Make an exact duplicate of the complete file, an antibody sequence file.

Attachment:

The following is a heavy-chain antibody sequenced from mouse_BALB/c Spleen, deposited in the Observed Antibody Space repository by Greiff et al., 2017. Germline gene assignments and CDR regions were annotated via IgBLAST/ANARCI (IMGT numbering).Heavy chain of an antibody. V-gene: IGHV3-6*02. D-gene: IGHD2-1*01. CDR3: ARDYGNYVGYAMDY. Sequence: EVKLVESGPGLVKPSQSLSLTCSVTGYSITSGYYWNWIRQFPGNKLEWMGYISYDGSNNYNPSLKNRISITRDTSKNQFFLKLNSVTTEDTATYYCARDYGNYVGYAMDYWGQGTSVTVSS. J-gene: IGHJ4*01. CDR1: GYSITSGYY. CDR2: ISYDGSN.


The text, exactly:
The following is a heavy-chain antibody sequenced from mouse_BALB/c Spleen, deposited in the Observed Antibody Space repository by Greiff et al., 2017. Germline gene assignments and CDR regions were annotated via IgBLAST/ANARCI (IMGT numbering).Heavy chain of an antibody. V-gene: IGHV3-6*02. D-gene: IGHD2-1*01. CDR3: ARDYGNYVGYAMDY. Sequence: EVKLVESGPGLVKPSQSLSLTCSVTGYSITSGYYWNWIRQFPGNKLEWMGYISYDGSNNYNPSLKNRISITRDTSKNQFFLKLNSVTTEDTATYYCARDYGNYVGYAMDYWGQGTSVTVSS. J-gene: IGHJ4*01. CDR1: GYSITSGYY. CDR2: ISYDGSN.